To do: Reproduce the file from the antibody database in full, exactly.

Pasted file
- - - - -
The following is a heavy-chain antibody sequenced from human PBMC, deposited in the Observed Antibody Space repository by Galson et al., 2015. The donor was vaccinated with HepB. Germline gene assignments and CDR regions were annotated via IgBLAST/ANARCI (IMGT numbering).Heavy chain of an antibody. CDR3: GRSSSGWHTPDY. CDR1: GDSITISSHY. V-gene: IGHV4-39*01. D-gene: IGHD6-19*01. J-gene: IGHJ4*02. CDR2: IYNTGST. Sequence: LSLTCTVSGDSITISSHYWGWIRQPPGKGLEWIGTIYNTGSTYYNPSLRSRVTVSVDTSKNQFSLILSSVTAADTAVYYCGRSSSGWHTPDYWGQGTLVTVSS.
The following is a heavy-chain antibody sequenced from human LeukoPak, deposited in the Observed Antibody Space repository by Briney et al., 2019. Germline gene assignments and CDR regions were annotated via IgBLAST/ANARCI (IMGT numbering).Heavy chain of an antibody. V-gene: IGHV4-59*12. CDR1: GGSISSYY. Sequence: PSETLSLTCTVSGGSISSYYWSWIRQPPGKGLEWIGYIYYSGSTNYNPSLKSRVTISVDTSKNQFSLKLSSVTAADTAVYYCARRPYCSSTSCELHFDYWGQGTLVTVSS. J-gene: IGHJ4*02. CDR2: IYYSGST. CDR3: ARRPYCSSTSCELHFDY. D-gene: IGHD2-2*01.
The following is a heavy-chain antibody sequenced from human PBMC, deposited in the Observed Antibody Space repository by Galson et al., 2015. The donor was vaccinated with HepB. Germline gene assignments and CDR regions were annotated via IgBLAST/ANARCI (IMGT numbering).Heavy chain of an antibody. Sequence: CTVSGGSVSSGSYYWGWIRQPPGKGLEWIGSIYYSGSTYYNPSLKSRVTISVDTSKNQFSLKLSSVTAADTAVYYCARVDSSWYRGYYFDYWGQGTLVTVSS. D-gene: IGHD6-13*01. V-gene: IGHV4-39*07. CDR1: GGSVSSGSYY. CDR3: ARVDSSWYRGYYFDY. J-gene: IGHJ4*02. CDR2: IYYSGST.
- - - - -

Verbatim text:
The following is a heavy-chain antibody sequenced from human PBMC, deposited in the Observed Antibody Space repository by Galson et al., 2015. The donor was vaccinated with HepB. Germline gene assignments and CDR regions were annotated via IgBLAST/ANARCI (IMGT numbering).Heavy chain of an antibody. CDR3: GRSSSGWHTPDY. CDR1: GDSITISSHY. V-gene: IGHV4-39*01. D-gene: IGHD6-19*01. J-gene: IGHJ4*02. CDR2: IYNTGST. Sequence: LSLTCTVSGDSITISSHYWGWIRQPPGKGLEWIGTIYNTGSTYYNPSLRSRVTVSVDTSKNQFSLILSSVTAADTAVYYCGRSSSGWHTPDYWGQGTLVTVSS.
The following is a heavy-chain antibody sequenced from human LeukoPak, deposited in the Observed Antibody Space repository by Briney et al., 2019. Germline gene assignments and CDR regions were annotated via IgBLAST/ANARCI (IMGT numbering).Heavy chain of an antibody. V-gene: IGHV4-59*12. CDR1: GGSISSYY. Sequence: PSETLSLTCTVSGGSISSYYWSWIRQPPGKGLEWIGYIYYSGSTNYNPSLKSRVTISVDTSKNQFSLKLSSVTAADTAVYYCARRPYCSSTSCELHFDYWGQGTLVTVSS. J-gene: IGHJ4*02. CDR2: IYYSGST. CDR3: ARRPYCSSTSCELHFDY. D-gene: IGHD2-2*01.
The following is a heavy-chain antibody sequenced from human PBMC, deposited in the Observed Antibody Space repository by Galson et al., 2015. The donor was vaccinated with HepB. Germline gene assignments and CDR regions were annotated via IgBLAST/ANARCI (IMGT numbering).Heavy chain of an antibody. Sequence: CTVSGGSVSSGSYYWGWIRQPPGKGLEWIGSIYYSGSTYYNPSLKSRVTISVDTSKNQFSLKLSSVTAADTAVYYCARVDSSWYRGYYFDYWGQGTLVTVSS. D-gene: IGHD6-13*01. V-gene: IGHV4-39*07. CDR1: GGSVSSGSYY. CDR3: ARVDSSWYRGYYFDY. J-gene: IGHJ4*02. CDR2: IYYSGST.